Saturday, December 07, 2013

Centralisation?

Over at Pray Tell they are getting excited about Pope Francis' ambition to 'decentralise'. But what does this mean?

They give the example of the translations of the liturgy. In the good old days, before the bad old Pope John Paul II (they say), the Bishops Conferences of the English-speaking world could propose a translation and Rome could say 'no': which, of course, they did. Now, Rome proposes a translation and the Bishops' conference then votes on it (they said 'yes').

I'm afraid I can't summon up much outrage about this. The notion of some body theoretically answerable to the Bishops' Conferences of the entire Anglosphere being 'decentralised' is pretty ludicrous. And if a system doesn't work, that seems a good reason to try something else.

They are clearly a bit stuck for examples, so they turn to Summorum Pontificum.

'In another decision with implications for the relationship between Rome and bishops, the 2007 moto proprio Summorum Pontificum of Pope Benedict gives every priest the right to celebrate Mass according to the books in use before the Second Vatican Council, taking this decision out of the hands of the local bishop who previously had to give his permission.'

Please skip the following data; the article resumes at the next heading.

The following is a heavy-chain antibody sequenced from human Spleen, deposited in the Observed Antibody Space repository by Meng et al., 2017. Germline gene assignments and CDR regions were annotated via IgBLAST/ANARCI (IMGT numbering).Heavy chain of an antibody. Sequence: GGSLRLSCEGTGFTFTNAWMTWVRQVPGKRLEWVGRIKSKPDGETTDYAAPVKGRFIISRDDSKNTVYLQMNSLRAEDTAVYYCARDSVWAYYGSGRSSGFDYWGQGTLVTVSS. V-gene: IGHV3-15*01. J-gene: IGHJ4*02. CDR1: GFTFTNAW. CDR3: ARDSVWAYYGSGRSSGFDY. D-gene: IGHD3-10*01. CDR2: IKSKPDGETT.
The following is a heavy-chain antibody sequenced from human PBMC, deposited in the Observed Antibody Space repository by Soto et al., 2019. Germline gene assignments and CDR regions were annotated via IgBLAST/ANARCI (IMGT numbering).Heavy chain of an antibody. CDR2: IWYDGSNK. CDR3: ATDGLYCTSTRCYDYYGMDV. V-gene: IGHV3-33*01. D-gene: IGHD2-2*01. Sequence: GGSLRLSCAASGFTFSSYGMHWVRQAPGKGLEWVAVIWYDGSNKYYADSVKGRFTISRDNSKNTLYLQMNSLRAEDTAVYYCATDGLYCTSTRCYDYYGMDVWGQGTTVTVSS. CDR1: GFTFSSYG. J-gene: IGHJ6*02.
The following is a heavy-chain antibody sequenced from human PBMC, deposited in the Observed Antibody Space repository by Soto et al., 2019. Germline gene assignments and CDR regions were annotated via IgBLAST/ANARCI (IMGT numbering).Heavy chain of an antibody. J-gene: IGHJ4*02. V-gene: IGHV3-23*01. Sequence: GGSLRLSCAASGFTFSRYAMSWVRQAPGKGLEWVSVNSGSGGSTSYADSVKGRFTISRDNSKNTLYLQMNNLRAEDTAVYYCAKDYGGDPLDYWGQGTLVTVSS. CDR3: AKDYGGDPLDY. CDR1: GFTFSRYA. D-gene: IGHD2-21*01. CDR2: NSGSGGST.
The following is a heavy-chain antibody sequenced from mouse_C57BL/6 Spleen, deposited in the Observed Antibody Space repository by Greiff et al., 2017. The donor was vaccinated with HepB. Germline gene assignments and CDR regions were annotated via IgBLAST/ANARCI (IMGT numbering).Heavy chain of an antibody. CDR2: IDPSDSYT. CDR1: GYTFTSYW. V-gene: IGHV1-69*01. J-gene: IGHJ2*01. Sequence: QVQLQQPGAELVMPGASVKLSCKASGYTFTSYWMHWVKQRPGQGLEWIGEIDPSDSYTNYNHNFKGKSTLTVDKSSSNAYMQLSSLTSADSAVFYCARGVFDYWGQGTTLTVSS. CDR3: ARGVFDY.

Is this supposed to be an example of centralisation? To devolve authority from bishops to parish priests?

In fact of course Rome was heavily involved in the question of the Vetus Ordo before Summorum Pontificum - far too involved. We now know that the indults and celebrets coming from Rome pre-Summorum Pontificum were legally pointless as well as time-consuming and complicated.

Pray Tell's attitude is revealing. This is the blog above all which represents the lay and clerical apparatchiks of the Church's bureaucracy. These are the guys who advised the Bishops so brilliantly, over the decades, on how to cover up clerical abuse, how to wreck irreplaceable historic buildings, and how to give in to abortion, euthanasia, and gay marriage. Some bishops resisted this better than others, but there is no mistaking the culture of the machine with which they had to deal.

Now they are complaining when power is taken away from them. It doesn't matter where it goes: to Rome, to parish priests, or to bishops who tell them to get lost. They say the first is 'centralisation', they say the last is 'clericalism', and they say the second is just bad.

Well, their time is drawing to an end.


6 comments:

  1. Excellent. Of course, the supreme act of 'centralization' of the past 50 years was the imposition of a new form of Roman Mass - seemingly legally required of all Roman Rite Catholics - from a central source, Rome. Even Pope Pius V didn't require all Roman Rite Catholics to adopt his Missal in the 16th century. Bugnini would not have had the success he did without centralization.